Farewell base engine!

Incidentally, Volkswagen is not only eliminating basic equipment, but also entire basic models. In the summer of 2021, at the beginning of the semiconductor crisis, the Golf with the basic engine (1.0 TSI with 90 PS) and the ID.3 Pure with 110 kW (150 PS) and a 45-kilowatt-hour battery were suddenly no longer available. What was supposed to remain a temporary phenomenon has become permanent. The weakest Golf currently available, the 1.0 eTSI with seven-speed DSG, has 110 hp. However, the 1st is the cheapest.5 TSI with six-speed manual transmission and 130 hp for 31,145 euros - that's 10,750 euros or 52.7 percent more than the earlier 90-hp Golf! The situation is similar with the ID.3: Today, the model with 150 kW (204 hp) and a 58-kilowatt-hour battery embodies the entry-level model. Base price: 41,315 euros. For comparison: when the Pure disappeared from the range, its starting price was 31,495 euros; the VW ID.3 is currently 31.2 percent more expensive than it is now.

Many examples show that sharply rising car prices are not completely new, but they currently seem to have reached an all-time high. A ADAC evaluation from September 2022 shows: On average, cars have become 19 percent more expensive in the five years before, while inflation rose a little less rapidly in the same period (16 percent). Incidentally, the inflation rates for micro (44 percent) and small cars (about 30 percent) were particularly high.

Opel Corsa-e is becoming more expensive for no reason

The current example of the Opel Corsa-e shows that it doesn't always need a reason to make cars more expensive (at least not product-related). At the beginning of February 2023, the basic price for a small car with an electric drive rose from 33,895 to 36,395 euros – an increase of 2,500 euros. Nothing has changed in terms of technology or equipment. Incidentally, a year ago the Corsa-e was still in the price list at 29,900 euros; it has become 23.4 percent more expensive since then. So it's small consolation that the higher quality GS equipment has been reduced by 500 euros.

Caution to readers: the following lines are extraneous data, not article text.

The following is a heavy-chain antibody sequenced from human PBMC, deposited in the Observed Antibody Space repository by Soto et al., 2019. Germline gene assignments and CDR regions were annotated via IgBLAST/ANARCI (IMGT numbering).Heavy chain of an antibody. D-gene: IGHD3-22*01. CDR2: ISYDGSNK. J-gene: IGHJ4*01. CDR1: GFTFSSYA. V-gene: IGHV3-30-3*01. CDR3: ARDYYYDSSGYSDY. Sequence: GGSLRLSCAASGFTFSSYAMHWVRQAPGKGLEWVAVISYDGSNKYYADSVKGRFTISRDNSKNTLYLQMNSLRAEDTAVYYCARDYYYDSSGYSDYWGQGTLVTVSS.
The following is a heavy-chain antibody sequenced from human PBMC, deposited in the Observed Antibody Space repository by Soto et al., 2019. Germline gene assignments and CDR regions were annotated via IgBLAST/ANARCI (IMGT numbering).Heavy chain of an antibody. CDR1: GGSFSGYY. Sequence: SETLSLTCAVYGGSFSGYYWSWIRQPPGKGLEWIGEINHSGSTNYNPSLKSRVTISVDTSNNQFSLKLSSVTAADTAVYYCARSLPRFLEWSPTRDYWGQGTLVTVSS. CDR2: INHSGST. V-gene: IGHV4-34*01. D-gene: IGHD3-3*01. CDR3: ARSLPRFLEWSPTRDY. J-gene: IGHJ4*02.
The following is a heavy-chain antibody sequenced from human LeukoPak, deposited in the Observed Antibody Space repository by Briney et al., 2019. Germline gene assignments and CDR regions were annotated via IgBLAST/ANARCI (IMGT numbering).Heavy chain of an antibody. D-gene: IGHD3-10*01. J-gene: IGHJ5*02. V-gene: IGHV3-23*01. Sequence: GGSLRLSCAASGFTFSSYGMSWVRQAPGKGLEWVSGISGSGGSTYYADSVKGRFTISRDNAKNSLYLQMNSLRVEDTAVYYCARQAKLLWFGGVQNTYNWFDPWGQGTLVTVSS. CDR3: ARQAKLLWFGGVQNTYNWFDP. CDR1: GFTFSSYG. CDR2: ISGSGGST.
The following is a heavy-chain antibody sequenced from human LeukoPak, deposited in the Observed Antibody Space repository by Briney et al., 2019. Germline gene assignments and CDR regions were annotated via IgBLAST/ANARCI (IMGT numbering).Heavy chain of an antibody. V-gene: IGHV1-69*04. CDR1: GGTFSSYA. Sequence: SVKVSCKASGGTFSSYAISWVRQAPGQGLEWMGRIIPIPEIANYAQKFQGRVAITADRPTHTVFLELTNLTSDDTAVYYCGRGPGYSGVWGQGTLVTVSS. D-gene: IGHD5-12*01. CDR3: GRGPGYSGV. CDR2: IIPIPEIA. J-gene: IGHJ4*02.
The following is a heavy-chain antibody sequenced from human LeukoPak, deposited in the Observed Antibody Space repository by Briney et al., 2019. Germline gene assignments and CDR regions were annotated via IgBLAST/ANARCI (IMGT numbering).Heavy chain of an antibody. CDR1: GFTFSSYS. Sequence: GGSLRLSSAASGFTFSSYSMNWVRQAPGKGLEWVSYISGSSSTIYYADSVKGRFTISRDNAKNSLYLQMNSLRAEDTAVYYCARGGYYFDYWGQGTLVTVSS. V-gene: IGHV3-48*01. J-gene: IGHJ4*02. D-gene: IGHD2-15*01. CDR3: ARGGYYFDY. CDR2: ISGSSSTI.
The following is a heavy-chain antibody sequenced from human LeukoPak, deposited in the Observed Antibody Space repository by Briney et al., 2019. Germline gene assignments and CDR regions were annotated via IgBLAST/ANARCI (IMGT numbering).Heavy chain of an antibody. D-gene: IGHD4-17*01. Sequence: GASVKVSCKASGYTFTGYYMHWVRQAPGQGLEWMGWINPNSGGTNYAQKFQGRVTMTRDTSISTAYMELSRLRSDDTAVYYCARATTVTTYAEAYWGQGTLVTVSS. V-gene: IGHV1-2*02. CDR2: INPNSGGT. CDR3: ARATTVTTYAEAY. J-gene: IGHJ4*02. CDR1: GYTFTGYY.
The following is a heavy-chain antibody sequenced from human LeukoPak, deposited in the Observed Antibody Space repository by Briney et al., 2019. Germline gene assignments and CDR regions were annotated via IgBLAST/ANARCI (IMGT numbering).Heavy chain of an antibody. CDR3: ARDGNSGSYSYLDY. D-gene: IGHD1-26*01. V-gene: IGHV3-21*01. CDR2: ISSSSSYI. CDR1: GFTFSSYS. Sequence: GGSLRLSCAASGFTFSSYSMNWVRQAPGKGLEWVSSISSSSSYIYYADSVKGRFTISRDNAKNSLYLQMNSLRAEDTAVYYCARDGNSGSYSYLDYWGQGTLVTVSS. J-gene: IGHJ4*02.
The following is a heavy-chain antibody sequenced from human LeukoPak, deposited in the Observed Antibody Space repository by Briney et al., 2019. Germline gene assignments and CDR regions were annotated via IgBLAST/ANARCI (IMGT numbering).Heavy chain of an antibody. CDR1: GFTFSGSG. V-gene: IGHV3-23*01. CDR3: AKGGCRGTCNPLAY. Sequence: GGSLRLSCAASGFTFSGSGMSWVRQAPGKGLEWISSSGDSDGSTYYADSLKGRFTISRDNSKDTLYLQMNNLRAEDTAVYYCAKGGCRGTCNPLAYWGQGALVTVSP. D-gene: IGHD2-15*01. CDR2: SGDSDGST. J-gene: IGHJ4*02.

Which brings us to the topic of "electric cars". For those interested, the current price development can be doubly annoying, because the state e-car subsidy is also on the brink. This already crumbled at the turn of the year (pure electric models) or was completely eliminated (plug-in hybrids). Now it may be that it will fall further because of the more expensive base prices or that it may no longer be an option at all. After all, the purchase premium is only paid in full if the net list price of the desired model is less than 40,000 euros. If this rises above 65,000 euros, there is no discount at all.

The perspective

So are car prices going sky high? Probably not: If you want to sell products, you have to make sure that the targeted clientele can (at least somehow) afford them. It is more likely that the situation will be as it was two years ago with wood prices and currently with fuel prices: After an all-time high, tariffs will fall, albeit to a slightly higher level than at the time when the price spiral began. The customers are still happy and are only too happy to buy again. Sales are right again and the provider has increased its margin – so it wins twice over.


We are currently experiencing this with electric cars in the USA and China. Tesla started a price war here in January 2023 , in which the Texans massively reduced the price of selected versions of the Model 3 and Y - without, of course, reaching the lowest price level that had previously applied to both series. Other manufacturers - and certainly not small ones - apparently felt so pressured by the measure that they immediately lowered their prices: the Ford Mustang Mach-E GT suddenly cost only 63,995 instead of 69,895 dollars in the USA (about 59,500 instead of a good 65,000 Euro). In November 2022, Mercedes lowered the price of its electric luxury class sedan EQS 450+ in China from the equivalent of 148,000 to 116,000 euros. And Toyota now offers the BZ4X there for the equivalent of 23,200 instead of 27,400 euros - and only about four months after the market launch.

The prices that are currently being asked in this country for the models mentioned show that the clocks tick differently in Europe. The Ford Mustang Mach-E costs at least 86,200 euros in Germany, Toyota offers the BZ4X from 47,490 euros. But the Mercedes EQS 450+ costs "only" 109,551 euros - well, that's going in the right direction.


Our samples show that new car prices have soared to absurd heights since the beginning of the chip crisis. Price increases of 20 to 40 percent compared to the level of two years ago? Rather the rule than the exception! But there are increasing signs that price gouging is gradually reaching its peak. It shouldn't be long before the well-known market mechanisms take effect again in Europe. Such tendencies can already be seen in the USA – in China anyway.